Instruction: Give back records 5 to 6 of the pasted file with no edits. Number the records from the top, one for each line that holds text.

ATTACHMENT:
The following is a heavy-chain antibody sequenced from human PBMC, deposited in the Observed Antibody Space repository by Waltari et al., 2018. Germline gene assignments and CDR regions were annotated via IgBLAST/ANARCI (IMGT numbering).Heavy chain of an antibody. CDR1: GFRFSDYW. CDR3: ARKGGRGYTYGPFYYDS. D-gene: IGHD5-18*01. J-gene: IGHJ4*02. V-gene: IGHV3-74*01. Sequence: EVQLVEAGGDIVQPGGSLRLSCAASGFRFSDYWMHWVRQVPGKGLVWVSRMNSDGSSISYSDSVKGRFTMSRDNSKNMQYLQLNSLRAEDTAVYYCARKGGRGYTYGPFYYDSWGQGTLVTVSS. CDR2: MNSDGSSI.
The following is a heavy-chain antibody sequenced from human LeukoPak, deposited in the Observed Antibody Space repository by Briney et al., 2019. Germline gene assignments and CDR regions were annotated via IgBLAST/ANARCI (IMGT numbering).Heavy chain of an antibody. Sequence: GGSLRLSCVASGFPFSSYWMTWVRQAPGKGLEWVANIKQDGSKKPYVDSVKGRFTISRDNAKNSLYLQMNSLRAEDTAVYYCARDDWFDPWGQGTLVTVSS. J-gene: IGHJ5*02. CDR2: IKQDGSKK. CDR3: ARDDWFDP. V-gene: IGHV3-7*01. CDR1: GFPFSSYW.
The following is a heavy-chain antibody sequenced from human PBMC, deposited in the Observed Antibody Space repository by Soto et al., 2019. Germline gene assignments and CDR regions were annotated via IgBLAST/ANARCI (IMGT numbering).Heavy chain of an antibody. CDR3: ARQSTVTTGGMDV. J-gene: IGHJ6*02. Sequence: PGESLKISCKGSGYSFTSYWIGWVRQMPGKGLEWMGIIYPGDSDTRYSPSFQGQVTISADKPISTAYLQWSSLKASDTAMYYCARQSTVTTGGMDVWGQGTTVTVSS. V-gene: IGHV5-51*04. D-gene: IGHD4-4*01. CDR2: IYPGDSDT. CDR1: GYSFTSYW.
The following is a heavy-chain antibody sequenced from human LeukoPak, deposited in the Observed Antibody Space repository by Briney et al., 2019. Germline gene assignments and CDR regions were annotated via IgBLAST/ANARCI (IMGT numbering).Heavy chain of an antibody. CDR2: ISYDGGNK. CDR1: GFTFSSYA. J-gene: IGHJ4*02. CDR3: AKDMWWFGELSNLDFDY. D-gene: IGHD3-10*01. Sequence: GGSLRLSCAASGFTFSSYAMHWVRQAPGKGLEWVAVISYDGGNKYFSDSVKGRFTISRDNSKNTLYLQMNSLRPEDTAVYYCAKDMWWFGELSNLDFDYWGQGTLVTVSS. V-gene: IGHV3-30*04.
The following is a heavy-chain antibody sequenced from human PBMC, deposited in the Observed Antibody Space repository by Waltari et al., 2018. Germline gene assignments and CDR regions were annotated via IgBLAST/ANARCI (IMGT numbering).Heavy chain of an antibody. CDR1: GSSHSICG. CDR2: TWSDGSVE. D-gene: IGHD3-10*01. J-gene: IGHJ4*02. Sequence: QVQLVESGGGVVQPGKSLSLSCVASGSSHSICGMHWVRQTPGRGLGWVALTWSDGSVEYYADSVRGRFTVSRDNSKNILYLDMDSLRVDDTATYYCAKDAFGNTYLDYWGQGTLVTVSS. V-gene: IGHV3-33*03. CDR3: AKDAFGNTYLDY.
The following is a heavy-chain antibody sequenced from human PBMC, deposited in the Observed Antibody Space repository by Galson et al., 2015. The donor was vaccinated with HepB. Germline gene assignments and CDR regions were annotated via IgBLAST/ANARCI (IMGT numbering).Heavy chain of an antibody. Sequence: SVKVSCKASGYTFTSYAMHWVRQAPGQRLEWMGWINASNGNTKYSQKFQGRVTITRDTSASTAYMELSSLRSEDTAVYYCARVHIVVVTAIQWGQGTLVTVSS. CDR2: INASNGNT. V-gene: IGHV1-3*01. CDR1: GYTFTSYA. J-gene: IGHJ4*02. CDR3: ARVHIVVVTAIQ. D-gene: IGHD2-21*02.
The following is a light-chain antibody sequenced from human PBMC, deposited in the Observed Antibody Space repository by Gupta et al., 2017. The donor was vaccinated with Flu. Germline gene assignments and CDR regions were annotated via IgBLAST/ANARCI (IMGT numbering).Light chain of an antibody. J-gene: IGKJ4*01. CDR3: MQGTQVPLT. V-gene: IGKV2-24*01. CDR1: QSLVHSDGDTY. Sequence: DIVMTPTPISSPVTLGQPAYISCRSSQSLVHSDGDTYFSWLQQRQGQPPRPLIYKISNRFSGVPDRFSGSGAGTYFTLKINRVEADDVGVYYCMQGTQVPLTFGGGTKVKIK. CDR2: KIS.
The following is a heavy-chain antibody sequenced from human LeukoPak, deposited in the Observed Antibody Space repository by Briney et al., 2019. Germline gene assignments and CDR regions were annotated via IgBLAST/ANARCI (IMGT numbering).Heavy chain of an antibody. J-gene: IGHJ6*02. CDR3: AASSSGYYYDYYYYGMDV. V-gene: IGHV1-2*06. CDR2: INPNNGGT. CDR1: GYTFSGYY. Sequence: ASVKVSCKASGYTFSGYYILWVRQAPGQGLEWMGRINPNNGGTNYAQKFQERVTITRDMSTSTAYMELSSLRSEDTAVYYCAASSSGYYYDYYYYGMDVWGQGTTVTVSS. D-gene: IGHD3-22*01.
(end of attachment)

The following is a heavy-chain antibody sequenced from human PBMC, deposited in the Observed Antibody Space repository by Waltari et al., 2018. Germline gene assignments and CDR regions were annotated via IgBLAST/ANARCI (IMGT numbering).Heavy chain of an antibody. CDR1: GSSHSICG. CDR2: TWSDGSVE. D-gene: IGHD3-10*01. J-gene: IGHJ4*02. Sequence: QVQLVESGGGVVQPGKSLSLSCVASGSSHSICGMHWVRQTPGRGLGWVALTWSDGSVEYYADSVRGRFTVSRDNSKNILYLDMDSLRVDDTATYYCAKDAFGNTYLDYWGQGTLVTVSS. V-gene: IGHV3-33*03. CDR3: AKDAFGNTYLDY.
The following is a heavy-chain antibody sequenced from human PBMC, deposited in the Observed Antibody Space repository by Galson et al., 2015. The donor was vaccinated with HepB. Germline gene assignments and CDR regions were annotated via IgBLAST/ANARCI (IMGT numbering).Heavy chain of an antibody. Sequence: SVKVSCKASGYTFTSYAMHWVRQAPGQRLEWMGWINASNGNTKYSQKFQGRVTITRDTSASTAYMELSSLRSEDTAVYYCARVHIVVVTAIQWGQGTLVTVSS. CDR2: INASNGNT. V-gene: IGHV1-3*01. CDR1: GYTFTSYA. J-gene: IGHJ4*02. CDR3: ARVHIVVVTAIQ. D-gene: IGHD2-21*02.